Record number of discriminatory incidents recorded during 2022/23 football season 

Football’s leading anti-discrimination organisation says it received more than 1,000 reports of discriminatory behaviour across the professional game, grassroots clubs and social media during the 2022/23 football season.

Kick It Out revealed in its latest statistics that it received a record 1,007 reports of discriminatory behaviour across the board, representing a huge 65.1 per cent rise on the previous season.

In the professional game, there were 484 incidents reported, which is an increase of 104 reports (27.4 per cent) on the 2021/22 season.  

At grassroots and non-league level, there were 242 reports, which represents 86 more reported incidents than the previous season, equal to a rise of 55.1 per cent. 

The biggest recorded jump was seen on social media, where 207 incidents were reported during the 2022/23 season – a massive 279 per cent rise on the previous year. 

Overall, reports related to every type of discrimination were up, except in the area of faith-based complaints, where there was a small drop from 95 to 87 year-on-year. 

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Racism, however, remains the most prevalent form of abuse in both professional and grassroots football, accounting for just under half (496/49.3 per cent) of all reports to Kick It Out. The professional game was where the highest number of racist incidents were recorded, with 261 reported during the 2022/23 season. 

Racist incidents were followed in number by incidents relating to sexual orientation (15.5 per cent), with 156 reported – the majority of which (75) were observed in the professional game. 

Kick It Out also found a 400 per cent increase in reports of sexism and misogyny across the board, up from 16 to 80. 

The organisation says this type of abuse has been “amplified” by a massive spike in online abuse towards female players and supporters, with only one report made during the 2021/22 season but 46 in the 2022/23 season. 

Wolves have been fined over homophobic chanting at a match between Wolverhampton Wanderers and Chelsea FC at Molineux on 8 April (Chris Brunskill/Fantasista/Getty Images)

Reports of discriminatory mass chanting – which has garnered much media and police attention – dropped by 18 per cent in the most recent season, with Kick It Out receiving 117 reports. 

There was a 35 per cent drop in reports of ‘Y-word’ chants – a derogatory term for Jewish people – a 22.6 per cent drop in reported homophobic chanting and 29.4 per cent fall in reports of anti-Irish chants.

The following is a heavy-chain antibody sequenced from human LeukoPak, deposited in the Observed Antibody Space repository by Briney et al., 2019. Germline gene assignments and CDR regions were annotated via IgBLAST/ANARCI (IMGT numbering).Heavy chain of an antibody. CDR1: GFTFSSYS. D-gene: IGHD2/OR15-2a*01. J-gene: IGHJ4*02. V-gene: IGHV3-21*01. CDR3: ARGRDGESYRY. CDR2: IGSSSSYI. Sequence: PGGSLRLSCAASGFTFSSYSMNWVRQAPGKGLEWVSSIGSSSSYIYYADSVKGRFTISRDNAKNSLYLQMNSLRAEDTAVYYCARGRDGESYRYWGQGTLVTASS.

These figures were released just days before the FA announced Wolverhampton Wanderers would become the first club to be sanctioned for homophobic chanting. 

On 14 July, it was announced Wolves would be handed a landmark six-figure fine after admitting a failure to prevent their fans aiming homophobic chants at Chelsea during a match at Molineux in April. 

The eye-watering £100,000 sum was the result of supporters engaged in chanting “Chelsea rent boy” for a “prolonged” period.

The FA is keen to stamp out the chanting, stating in January it “condemns” all “offensive, abusive and discriminatory chanting in football stadiums”, adding it had informed clubs it considers the ‘rent boy’ chant a breach of FA rules. 

A number of fans were arrested during the April match, with Liam Duce given a three-year football banning order and fined £461 by a court in June for his involvement in homophobic chanting. 

Back in January, another fan – Jake Moyses – was fined £1,213 after pleading guilty to using homophobic gestures during a game between Wolves and Brighton & Hove Albion on 5 November 2022. In the same month, a different fan was arrested at Wolves vs Nottingham Forest’s Carabao Cup quarter final game for homophobic abuse. 

Despite the negative figures, Kick It Out stated it was encouraged that reports per incident rate has risen for the fourth consecutive season, which suggests fans are becoming more inclined to report discrimination when they see it. 

The organisation noted: “The significant leap in reports highlights that discrimination is still a serious issue within the game, although the record figures could also be attributed to an increased awareness of reporting procedures and fans becoming less tolerant of discriminatory behaviour.”

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